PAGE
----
Irish Penal Reform Trust

Ebulletin #102

4th August 2019

IPRT Ebulletin

  1. News from IPRT Executive Director
  2. IPRT Team ~ Exits and Entrances
  3. Save the Date: IPRT AGM (Sept) and PIPS 2019 (Oct)
  4. Passage of Parole Bill 2016
  5. IPRT presents to Joint Committee on Justice and Equality on Spent Convictions
  6. IPRT in the News
  7. Restorative Justice: Strategies for Change
  8. Policing Authority: Invitation to Tender
  9. Add your voice - become a Friend or Member

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News from IPRT Executive Director

Dear Members and Friends, 

Welcome to third edition of the IPRT ebulletin of 2019, following another busy period of active engagement and developments, including: the passage of the Parole Bill 2016 - a long-standing objective of IPRT; an appearance before the Joint Oireachtas Committee on the need for improved spent convictions legislation; and the announcement that a Prison Service Board, with an independent chairperson, is to be established

At the same time, numbers in prison are now constantly above 4,000 (having dropped to below 3,600 in July 2017); over 500 men are on restricted regimes - the majority of these are locked up for 21 or more hours a day; and there are 20-30 people awaiting transfer from prison to the Central Mental Hospital at any time. The European Committee for the Prevention of Torture (CPT) is due to visit Ireland later this year to report on conditions in places of detention. IPRT believes this offers a useful timeline for Government to ensure progress on improved accountability mechanisms and implementation of penal policy recommendations. IPRT will be reporting on progress later this year in PIPS 2019.

An important part of IPRT's work is engaging in public and political debate. This period has been as busy as ever; you can read some recent highlights here with more on the IPRT website.

The IPRT Annual General Meeting takes place Wednesday, 18th September in the Camden Court Hotel. We look forward to marking the significant progress we have already achieved on our Strategic Plan 2017-2021, and to sharing our plans for the upcoming 12 months. This year has been a key period for sustaining IPRT’s future, with a number of important grants due to end. We are pleased to report positive feedback from our donors and strong progress on securing core funding for 2020-22. A full update will be shared at the AGM. In the meantime, we are continuing to work hard to broaden financial support for our effective work bringing about systemic change in Ireland's penal system.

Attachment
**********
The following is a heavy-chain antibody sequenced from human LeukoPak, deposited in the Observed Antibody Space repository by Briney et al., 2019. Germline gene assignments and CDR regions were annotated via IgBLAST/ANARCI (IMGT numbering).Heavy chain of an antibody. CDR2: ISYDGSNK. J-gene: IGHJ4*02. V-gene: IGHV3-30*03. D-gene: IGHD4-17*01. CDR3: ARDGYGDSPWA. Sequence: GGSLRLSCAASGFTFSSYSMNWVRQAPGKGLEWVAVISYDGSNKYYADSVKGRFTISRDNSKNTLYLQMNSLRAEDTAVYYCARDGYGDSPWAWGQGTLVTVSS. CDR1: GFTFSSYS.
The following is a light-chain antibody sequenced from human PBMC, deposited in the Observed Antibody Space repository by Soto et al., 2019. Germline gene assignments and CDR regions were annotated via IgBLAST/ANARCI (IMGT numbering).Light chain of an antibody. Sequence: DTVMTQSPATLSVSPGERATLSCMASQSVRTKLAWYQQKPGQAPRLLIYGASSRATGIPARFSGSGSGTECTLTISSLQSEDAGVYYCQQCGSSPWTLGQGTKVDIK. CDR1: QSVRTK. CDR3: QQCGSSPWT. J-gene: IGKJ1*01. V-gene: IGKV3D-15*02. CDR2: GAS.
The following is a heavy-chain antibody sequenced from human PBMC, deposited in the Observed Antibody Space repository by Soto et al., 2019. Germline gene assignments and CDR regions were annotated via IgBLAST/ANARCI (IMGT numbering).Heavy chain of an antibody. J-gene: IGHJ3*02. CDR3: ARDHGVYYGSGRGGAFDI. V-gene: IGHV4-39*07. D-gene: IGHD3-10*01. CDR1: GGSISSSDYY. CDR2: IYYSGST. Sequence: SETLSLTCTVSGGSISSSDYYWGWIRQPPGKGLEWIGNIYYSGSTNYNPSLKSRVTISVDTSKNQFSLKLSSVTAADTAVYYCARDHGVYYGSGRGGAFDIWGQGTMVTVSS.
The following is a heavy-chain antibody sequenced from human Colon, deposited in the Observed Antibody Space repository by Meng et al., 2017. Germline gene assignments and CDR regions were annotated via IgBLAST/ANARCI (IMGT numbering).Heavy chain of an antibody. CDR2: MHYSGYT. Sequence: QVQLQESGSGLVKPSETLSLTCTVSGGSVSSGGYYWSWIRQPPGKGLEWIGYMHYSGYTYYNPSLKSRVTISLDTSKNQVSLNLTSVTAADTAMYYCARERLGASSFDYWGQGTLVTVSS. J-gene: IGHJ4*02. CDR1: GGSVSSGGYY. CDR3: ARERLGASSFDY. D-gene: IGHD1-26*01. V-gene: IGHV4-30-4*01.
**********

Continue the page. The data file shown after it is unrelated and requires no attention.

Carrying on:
As we celebrate the 25th anniversary of our foundation this autumn, now more than ever, we believe penal reform can have a transformative effect on our communities. Over the coming months, we will be asking our friends and supporters to contribute to IPRT and help keep penal reform on the agenda.

For now, we wish you all a pleasant rest of summer,
Fíona

Fíona Ní Chinnéide Executive Director


IPRT Team ~ Exits & Entrances

There have been a number of changes to the IPRT team. In July, the team said goodbye to our Campaigns Officer, Pamela Drumgoole, who has taken up a new position with Merchant's Quay Ireland. Pamela has been responsible for driving IPRT's top class digital media presence since 2017, along with our new logo and website which will be launched at the AGM in September. We miss Pamela enormously, but IPRT's loss is definitely MQI's gain!

In July, we were delighted to welcome Sarah Curristan to the team - Sarah is part of the Trinity College Dublin PRILA project, and is assisting with IPRT communications until September. At the end of July, Rebecca Connolly joined the team on our volunteer programme, and Mairéad Deevy BL is volunteering with IPRT in August. We are delighted to welcome everyone to the team.

New opportunities to work with IPRT will be advertised at end August - please keep an eye out on Activelink and @IPRT on Twitter and Facebook.


Save the Date: IPRT AGM and PIPS 2019

(i) IPRT AGM: 18th Sept 2019

The 2019 Annual General Meeting of the Irish Penal Reform Trust will take place on Wednesday 18th September 2019 from 5.45pm-7pm in the Camden Court Hotel, Camden Street, Dublin 2. The IPRT Annual Review 2018-2019 will be launched at the AGM. Following the AGM, we will have a members’ event (details to follow). If you would like to become a member or renew your membership in advance of AGM, you can do so here or by contacting lwhitty@iprt.ie